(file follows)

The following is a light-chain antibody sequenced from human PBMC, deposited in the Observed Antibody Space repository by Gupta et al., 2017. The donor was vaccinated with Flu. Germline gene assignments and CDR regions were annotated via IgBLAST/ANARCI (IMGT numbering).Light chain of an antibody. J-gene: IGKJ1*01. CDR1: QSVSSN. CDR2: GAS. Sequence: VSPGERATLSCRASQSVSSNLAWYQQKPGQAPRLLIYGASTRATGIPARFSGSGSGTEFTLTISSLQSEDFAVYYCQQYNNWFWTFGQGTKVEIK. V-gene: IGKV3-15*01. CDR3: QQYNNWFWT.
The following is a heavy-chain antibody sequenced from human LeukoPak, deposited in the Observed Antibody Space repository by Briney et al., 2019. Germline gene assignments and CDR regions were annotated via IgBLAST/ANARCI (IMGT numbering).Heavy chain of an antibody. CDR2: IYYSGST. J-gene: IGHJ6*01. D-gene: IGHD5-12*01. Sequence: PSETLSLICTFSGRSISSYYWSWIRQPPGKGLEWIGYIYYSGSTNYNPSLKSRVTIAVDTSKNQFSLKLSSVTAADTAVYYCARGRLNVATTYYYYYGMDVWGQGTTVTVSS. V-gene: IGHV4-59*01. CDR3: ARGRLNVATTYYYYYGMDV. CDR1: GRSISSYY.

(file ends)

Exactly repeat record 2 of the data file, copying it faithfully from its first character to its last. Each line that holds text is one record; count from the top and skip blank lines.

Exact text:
The following is a heavy-chain antibody sequenced from human LeukoPak, deposited in the Observed Antibody Space repository by Briney et al., 2019. Germline gene assignments and CDR regions were annotated via IgBLAST/ANARCI (IMGT numbering).Heavy chain of an antibody. CDR2: IYYSGST. J-gene: IGHJ6*01. D-gene: IGHD5-12*01. Sequence: PSETLSLICTFSGRSISSYYWSWIRQPPGKGLEWIGYIYYSGSTNYNPSLKSRVTIAVDTSKNQFSLKLSSVTAADTAVYYCARGRLNVATTYYYYYGMDVWGQGTTVTVSS. V-gene: IGHV4-59*01. CDR3: ARGRLNVATTYYYYYGMDV. CDR1: GRSISSYY.